blackbirdonline journalSpring 2021  Vol. 20  No. 1
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The Lyric, Victrolas, Road Kills, and a Counter Muse: An Outtake
A Conversation with Steve Scafidi
Conducted January 21, 2023

M.A. Keller
We’ve talked about the lyric and the power of the lyric. I love the idea of following an image or phrase, following the music and not knowing for certain where you’re headed.

I used to tell students that when we read a poem back through our bodies we are the “playback machines” for the poems. It’s like putting a disk onto the old Victrola and your body, needle to groove, is putting the utterance and song of the poem out into the air. And then the emotions you feel are happening in part because of that revoicing of the poem, the vibration of the words through the body. (And sometimes you don’t even yet fully understand everything about what you are saying on behalf of the speaker you are intoning.)

I don’t know if that makes any sense.

Steve Scafidi
It makes perfect sense. I think that’s a really great analogy. In fact, at our shop, one of the fellows that I work with is our Victrola expert. And so this effed-up Victrola showed up and its internal works were messed up along with the body. And he worked on repairing the body but sent off some of the works to someone who does that repair for a living. He got the whole thing going. And then he played some 78s.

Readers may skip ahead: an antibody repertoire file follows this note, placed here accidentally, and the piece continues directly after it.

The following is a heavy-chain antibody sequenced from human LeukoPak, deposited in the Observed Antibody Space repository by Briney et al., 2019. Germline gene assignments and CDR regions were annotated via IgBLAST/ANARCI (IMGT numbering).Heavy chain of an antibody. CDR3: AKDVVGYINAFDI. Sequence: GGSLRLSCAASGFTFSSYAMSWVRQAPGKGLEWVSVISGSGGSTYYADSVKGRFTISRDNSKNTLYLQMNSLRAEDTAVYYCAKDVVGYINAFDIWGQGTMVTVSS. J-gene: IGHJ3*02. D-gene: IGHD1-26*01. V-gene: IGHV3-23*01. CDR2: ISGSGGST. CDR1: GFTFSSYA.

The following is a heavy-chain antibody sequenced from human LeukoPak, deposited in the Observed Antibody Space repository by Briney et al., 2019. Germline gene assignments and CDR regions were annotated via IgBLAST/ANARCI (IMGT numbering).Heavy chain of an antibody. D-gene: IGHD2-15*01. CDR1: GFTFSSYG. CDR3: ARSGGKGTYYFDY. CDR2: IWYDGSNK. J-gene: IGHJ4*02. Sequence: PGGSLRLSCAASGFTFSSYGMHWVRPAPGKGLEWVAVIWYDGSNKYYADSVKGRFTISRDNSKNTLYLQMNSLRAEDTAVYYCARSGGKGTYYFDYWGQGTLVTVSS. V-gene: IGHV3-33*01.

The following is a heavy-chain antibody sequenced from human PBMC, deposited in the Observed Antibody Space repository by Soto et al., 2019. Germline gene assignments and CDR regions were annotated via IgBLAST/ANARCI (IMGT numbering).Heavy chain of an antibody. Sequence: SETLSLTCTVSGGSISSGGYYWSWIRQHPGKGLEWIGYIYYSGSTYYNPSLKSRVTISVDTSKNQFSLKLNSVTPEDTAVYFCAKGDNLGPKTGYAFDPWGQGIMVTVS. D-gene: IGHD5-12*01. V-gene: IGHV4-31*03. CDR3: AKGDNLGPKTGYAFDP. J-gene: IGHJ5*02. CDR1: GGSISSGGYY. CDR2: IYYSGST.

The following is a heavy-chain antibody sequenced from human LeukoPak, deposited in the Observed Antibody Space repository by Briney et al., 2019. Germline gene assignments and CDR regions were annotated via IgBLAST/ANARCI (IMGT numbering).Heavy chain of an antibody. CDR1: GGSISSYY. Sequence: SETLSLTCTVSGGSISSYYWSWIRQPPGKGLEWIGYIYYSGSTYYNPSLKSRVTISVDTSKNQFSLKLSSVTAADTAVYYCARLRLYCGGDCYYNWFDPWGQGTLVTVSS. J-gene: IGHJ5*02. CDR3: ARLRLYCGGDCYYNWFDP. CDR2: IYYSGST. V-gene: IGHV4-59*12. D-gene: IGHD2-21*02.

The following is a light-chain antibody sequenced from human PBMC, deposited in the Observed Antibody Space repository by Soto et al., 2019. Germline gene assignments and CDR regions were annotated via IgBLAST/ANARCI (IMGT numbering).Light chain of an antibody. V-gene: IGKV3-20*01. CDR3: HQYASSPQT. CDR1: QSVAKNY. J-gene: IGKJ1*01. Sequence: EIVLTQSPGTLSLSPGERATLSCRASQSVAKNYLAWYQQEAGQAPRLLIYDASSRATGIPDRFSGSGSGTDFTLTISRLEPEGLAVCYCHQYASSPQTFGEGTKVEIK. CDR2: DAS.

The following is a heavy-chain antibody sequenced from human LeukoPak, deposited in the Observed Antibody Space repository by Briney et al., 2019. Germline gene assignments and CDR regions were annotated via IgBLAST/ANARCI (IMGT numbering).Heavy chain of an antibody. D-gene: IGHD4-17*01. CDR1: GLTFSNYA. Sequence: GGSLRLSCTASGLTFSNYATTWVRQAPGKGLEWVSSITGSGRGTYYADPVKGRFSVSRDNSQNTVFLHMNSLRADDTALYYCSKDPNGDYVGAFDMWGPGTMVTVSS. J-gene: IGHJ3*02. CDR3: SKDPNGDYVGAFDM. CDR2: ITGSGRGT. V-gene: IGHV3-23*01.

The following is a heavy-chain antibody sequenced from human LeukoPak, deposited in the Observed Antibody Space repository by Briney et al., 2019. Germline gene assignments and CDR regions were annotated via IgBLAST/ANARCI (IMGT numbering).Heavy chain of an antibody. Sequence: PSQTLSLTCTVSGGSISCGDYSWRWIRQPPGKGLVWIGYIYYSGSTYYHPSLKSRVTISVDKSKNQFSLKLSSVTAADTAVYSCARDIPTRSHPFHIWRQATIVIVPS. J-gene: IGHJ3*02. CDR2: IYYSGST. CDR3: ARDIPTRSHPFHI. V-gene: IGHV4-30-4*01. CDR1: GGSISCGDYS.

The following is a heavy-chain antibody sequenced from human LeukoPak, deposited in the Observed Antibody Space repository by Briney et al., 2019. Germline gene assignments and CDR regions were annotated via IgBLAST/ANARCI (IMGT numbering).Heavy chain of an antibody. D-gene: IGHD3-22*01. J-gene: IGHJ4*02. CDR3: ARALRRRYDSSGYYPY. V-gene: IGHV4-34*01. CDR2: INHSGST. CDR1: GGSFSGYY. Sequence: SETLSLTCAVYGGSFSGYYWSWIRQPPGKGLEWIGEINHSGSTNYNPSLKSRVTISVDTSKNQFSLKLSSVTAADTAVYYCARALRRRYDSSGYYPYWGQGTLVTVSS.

The beauty of a Victrola is that they were built for a parlor or often for a ballroom. And so you can control the volume by the doors, or the louvers, so can you can make it really loud if you open the doors all the way.

We were in the barn and some people upstairs didn’t want to hear three hours of Victrola music, but he kept playing it all day. And it was a beautiful Italian opera from 1919. So exquisite. And yet people upstairs are like shut up, turn that off. But most of us who were in the presence of it were entranced, as if we were around a magical person—like here comes Apollo into the room to sing to us or something. I don’t mean to overstate it, but it’s like that. It’s like none of us have really been around a Victrola record before, right? I think that was a perfect analogy, especially for talking about the lyric.